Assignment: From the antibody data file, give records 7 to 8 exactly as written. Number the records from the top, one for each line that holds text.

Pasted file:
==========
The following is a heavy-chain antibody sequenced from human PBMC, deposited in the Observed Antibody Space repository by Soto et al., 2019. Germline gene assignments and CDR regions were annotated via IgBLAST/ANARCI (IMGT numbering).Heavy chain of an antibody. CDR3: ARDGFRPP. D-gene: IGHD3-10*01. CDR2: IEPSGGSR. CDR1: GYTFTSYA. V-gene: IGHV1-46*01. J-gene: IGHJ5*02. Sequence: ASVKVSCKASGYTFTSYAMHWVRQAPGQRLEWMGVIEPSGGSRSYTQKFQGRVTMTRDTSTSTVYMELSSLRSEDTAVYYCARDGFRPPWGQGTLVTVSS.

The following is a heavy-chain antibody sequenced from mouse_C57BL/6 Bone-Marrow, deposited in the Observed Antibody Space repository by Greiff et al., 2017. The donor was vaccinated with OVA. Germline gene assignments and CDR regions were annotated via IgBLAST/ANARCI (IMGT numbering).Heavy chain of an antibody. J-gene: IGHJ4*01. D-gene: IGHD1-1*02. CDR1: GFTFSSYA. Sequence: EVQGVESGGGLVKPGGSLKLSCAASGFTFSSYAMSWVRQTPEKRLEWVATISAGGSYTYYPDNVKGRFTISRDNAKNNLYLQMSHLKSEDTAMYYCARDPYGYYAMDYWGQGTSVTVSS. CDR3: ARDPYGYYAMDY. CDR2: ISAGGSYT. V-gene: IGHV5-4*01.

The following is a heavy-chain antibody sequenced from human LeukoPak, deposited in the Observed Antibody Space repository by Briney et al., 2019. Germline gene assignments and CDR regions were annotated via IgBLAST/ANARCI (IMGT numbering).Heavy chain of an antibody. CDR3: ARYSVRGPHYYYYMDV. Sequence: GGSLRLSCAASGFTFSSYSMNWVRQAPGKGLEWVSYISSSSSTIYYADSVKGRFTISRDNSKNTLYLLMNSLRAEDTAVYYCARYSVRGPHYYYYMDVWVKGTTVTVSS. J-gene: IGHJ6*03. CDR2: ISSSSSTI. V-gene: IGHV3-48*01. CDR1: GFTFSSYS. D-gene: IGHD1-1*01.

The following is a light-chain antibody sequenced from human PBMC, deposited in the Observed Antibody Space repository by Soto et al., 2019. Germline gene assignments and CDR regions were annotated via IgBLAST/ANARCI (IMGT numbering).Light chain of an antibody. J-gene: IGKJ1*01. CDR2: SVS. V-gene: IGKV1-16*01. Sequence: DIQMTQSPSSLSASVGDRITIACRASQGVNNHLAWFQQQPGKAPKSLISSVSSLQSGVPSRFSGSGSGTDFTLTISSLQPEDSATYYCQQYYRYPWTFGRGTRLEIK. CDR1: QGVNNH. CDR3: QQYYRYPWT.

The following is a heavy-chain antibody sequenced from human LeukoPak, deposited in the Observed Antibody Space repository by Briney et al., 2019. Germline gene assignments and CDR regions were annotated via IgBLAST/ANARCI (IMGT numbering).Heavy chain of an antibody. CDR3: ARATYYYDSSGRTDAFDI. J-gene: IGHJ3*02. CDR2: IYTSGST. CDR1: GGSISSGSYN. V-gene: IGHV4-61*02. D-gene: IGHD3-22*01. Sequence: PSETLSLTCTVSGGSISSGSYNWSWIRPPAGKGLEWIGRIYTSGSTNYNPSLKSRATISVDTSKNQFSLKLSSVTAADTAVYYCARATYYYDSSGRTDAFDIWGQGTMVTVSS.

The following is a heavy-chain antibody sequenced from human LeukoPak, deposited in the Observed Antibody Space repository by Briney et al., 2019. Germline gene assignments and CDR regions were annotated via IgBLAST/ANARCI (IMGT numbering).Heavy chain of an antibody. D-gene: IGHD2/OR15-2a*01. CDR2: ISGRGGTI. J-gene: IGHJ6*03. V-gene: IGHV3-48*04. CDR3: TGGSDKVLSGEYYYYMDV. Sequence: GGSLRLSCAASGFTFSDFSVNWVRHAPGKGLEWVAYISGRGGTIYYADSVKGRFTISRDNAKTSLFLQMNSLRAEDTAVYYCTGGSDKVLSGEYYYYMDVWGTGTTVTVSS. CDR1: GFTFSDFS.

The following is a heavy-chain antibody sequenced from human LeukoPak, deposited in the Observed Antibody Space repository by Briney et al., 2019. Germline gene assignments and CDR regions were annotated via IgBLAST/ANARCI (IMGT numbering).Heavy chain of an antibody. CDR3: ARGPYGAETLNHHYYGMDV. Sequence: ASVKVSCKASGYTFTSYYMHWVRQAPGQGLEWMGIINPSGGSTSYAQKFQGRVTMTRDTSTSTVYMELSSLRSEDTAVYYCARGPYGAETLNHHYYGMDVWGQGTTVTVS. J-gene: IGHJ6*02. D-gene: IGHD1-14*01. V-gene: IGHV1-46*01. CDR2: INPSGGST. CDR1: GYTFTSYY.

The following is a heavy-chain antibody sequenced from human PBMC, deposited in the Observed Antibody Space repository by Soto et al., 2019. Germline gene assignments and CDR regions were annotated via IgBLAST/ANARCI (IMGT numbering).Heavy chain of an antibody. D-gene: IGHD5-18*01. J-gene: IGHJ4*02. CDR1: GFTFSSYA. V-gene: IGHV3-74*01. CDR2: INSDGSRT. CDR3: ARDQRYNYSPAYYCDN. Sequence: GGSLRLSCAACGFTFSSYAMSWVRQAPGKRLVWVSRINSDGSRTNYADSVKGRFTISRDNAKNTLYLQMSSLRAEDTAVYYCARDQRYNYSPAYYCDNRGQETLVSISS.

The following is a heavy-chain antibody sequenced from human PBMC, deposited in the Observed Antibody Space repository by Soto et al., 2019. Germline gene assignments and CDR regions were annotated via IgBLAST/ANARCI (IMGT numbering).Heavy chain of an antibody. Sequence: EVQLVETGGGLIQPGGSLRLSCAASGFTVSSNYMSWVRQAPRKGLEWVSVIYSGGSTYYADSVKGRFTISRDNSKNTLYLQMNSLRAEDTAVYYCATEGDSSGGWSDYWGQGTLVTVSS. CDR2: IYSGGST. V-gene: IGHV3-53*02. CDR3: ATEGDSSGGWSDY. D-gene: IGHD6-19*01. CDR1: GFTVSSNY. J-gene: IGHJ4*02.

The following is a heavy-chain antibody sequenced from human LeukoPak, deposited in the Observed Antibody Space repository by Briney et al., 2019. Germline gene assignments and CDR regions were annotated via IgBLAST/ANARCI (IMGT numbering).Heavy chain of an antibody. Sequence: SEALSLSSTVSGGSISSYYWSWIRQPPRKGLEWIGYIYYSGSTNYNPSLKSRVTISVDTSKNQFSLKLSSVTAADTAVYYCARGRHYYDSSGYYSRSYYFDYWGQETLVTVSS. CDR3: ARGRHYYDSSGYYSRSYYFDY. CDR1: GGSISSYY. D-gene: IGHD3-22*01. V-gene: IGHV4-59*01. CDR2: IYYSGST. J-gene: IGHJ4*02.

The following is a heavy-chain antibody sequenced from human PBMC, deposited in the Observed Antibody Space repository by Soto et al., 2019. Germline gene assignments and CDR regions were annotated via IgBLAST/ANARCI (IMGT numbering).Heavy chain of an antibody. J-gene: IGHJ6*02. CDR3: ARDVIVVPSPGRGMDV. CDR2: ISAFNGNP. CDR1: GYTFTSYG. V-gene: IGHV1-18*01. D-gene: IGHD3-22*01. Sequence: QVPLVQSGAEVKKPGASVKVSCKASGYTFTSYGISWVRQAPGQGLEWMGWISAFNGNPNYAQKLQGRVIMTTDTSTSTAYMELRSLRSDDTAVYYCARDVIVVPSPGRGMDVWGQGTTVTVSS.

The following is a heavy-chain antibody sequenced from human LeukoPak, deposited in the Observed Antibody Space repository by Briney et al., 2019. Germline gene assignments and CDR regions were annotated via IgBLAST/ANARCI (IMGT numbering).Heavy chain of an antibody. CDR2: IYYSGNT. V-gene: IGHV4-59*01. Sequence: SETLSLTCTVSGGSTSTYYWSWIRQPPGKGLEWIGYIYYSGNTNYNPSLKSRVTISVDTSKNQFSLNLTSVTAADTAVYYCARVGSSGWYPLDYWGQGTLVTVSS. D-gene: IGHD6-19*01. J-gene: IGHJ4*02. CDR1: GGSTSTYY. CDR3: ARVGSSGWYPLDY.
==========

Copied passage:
The following is a heavy-chain antibody sequenced from human LeukoPak, deposited in the Observed Antibody Space repository by Briney et al., 2019. Germline gene assignments and CDR regions were annotated via IgBLAST/ANARCI (IMGT numbering).Heavy chain of an antibody. CDR3: ARGPYGAETLNHHYYGMDV. Sequence: ASVKVSCKASGYTFTSYYMHWVRQAPGQGLEWMGIINPSGGSTSYAQKFQGRVTMTRDTSTSTVYMELSSLRSEDTAVYYCARGPYGAETLNHHYYGMDVWGQGTTVTVS. J-gene: IGHJ6*02. D-gene: IGHD1-14*01. V-gene: IGHV1-46*01. CDR2: INPSGGST. CDR1: GYTFTSYY.

The following is a heavy-chain antibody sequenced from human PBMC, deposited in the Observed Antibody Space repository by Soto et al., 2019. Germline gene assignments and CDR regions were annotated via IgBLAST/ANARCI (IMGT numbering).Heavy chain of an antibody. D-gene: IGHD5-18*01. J-gene: IGHJ4*02. CDR1: GFTFSSYA. V-gene: IGHV3-74*01. CDR2: INSDGSRT. CDR3: ARDQRYNYSPAYYCDN. Sequence: GGSLRLSCAACGFTFSSYAMSWVRQAPGKRLVWVSRINSDGSRTNYADSVKGRFTISRDNAKNTLYLQMSSLRAEDTAVYYCARDQRYNYSPAYYCDNRGQETLVSISS.